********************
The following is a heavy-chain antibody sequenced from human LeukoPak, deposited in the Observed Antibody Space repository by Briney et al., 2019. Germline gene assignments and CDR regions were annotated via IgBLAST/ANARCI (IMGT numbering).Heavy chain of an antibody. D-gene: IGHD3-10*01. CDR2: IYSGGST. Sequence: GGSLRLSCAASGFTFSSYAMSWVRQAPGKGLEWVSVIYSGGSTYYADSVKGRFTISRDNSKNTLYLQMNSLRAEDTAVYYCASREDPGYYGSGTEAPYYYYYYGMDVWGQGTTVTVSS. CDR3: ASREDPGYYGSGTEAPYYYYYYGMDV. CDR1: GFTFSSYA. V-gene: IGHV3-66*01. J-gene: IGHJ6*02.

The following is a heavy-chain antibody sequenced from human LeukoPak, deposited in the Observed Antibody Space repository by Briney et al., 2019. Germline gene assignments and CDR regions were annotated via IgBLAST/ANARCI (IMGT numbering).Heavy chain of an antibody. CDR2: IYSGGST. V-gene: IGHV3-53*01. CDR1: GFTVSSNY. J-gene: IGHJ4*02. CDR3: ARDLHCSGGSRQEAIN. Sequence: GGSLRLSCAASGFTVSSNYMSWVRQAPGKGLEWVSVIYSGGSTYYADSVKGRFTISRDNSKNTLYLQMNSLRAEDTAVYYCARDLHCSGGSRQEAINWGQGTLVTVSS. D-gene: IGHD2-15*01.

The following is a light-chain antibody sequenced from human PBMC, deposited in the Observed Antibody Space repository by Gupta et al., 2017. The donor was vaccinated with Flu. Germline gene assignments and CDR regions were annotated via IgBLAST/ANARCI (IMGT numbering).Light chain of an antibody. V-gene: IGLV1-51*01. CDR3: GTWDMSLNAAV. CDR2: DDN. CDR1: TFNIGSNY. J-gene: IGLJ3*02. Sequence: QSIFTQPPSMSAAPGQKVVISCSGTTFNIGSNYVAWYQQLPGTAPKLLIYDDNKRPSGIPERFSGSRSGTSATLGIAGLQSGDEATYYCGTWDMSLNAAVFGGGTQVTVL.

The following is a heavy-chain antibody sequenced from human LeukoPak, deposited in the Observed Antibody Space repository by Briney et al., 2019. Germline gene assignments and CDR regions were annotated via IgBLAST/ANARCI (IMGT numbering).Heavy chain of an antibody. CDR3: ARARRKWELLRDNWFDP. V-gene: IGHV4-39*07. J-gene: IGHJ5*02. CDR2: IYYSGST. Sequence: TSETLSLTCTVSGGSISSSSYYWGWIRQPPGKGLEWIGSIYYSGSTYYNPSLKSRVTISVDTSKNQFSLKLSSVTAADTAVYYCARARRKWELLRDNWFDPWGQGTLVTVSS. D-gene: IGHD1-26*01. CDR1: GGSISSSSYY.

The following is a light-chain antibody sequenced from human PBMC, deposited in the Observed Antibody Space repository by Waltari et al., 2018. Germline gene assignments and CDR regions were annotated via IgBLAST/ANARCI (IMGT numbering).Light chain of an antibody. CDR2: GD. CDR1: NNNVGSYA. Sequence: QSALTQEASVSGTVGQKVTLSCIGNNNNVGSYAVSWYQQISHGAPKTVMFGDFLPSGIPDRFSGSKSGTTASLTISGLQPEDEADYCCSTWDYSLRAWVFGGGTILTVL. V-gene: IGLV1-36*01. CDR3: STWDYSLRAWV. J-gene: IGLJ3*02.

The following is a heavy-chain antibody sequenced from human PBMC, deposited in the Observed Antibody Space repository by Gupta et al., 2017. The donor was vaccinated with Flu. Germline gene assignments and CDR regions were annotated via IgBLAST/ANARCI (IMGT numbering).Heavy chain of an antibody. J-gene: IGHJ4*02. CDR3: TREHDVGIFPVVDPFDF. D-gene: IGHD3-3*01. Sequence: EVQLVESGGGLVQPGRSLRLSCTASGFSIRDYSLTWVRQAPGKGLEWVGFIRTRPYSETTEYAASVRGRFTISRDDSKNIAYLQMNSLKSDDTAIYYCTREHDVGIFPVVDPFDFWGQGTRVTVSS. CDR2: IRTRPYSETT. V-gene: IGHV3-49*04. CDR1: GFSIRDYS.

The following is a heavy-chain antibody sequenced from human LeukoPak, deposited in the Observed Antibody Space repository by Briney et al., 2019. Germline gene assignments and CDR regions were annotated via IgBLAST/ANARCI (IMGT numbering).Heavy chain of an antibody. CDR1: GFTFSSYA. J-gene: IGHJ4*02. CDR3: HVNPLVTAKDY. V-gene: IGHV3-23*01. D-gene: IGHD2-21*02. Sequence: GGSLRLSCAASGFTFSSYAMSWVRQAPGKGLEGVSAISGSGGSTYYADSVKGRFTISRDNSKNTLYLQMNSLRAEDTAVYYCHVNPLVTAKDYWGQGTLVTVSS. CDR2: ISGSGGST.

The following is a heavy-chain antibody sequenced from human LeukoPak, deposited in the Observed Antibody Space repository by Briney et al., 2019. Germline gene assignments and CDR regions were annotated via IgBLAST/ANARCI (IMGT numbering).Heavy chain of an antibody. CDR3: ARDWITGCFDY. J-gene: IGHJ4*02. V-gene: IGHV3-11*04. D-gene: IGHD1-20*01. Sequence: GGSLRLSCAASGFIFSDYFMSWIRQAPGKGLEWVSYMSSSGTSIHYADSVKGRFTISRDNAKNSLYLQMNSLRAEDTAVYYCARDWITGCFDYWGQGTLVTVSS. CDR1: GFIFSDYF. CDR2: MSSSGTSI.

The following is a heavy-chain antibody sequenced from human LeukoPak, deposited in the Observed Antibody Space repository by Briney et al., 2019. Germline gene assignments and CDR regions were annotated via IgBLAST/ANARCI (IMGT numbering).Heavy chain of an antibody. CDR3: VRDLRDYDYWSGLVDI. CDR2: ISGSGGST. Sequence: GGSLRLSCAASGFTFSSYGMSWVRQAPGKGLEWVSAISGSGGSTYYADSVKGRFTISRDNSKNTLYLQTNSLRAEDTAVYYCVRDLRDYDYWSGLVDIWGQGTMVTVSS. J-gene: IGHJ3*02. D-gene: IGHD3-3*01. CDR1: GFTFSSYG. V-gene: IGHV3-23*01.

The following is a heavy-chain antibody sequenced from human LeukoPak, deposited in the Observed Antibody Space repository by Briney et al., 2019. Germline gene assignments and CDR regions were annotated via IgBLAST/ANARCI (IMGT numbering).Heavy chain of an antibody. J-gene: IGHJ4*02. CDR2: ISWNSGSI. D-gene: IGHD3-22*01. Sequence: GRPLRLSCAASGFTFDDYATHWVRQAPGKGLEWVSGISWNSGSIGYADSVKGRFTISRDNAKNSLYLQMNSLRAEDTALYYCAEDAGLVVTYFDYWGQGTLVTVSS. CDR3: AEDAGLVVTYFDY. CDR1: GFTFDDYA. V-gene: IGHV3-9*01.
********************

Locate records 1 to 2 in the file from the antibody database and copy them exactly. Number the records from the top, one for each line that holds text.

The following is a heavy-chain antibody sequenced from human LeukoPak, deposited in the Observed Antibody Space repository by Briney et al., 2019. Germline gene assignments and CDR regions were annotated via IgBLAST/ANARCI (IMGT numbering).Heavy chain of an antibody. D-gene: IGHD3-10*01. CDR2: IYSGGST. Sequence: GGSLRLSCAASGFTFSSYAMSWVRQAPGKGLEWVSVIYSGGSTYYADSVKGRFTISRDNSKNTLYLQMNSLRAEDTAVYYCASREDPGYYGSGTEAPYYYYYYGMDVWGQGTTVTVSS. CDR3: ASREDPGYYGSGTEAPYYYYYYGMDV. CDR1: GFTFSSYA. V-gene: IGHV3-66*01. J-gene: IGHJ6*02.

The following is a heavy-chain antibody sequenced from human LeukoPak, deposited in the Observed Antibody Space repository by Briney et al., 2019. Germline gene assignments and CDR regions were annotated via IgBLAST/ANARCI (IMGT numbering).Heavy chain of an antibody. CDR2: IYSGGST. V-gene: IGHV3-53*01. CDR1: GFTVSSNY. J-gene: IGHJ4*02. CDR3: ARDLHCSGGSRQEAIN. Sequence: GGSLRLSCAASGFTVSSNYMSWVRQAPGKGLEWVSVIYSGGSTYYADSVKGRFTISRDNSKNTLYLQMNSLRAEDTAVYYCARDLHCSGGSRQEAINWGQGTLVTVSS. D-gene: IGHD2-15*01.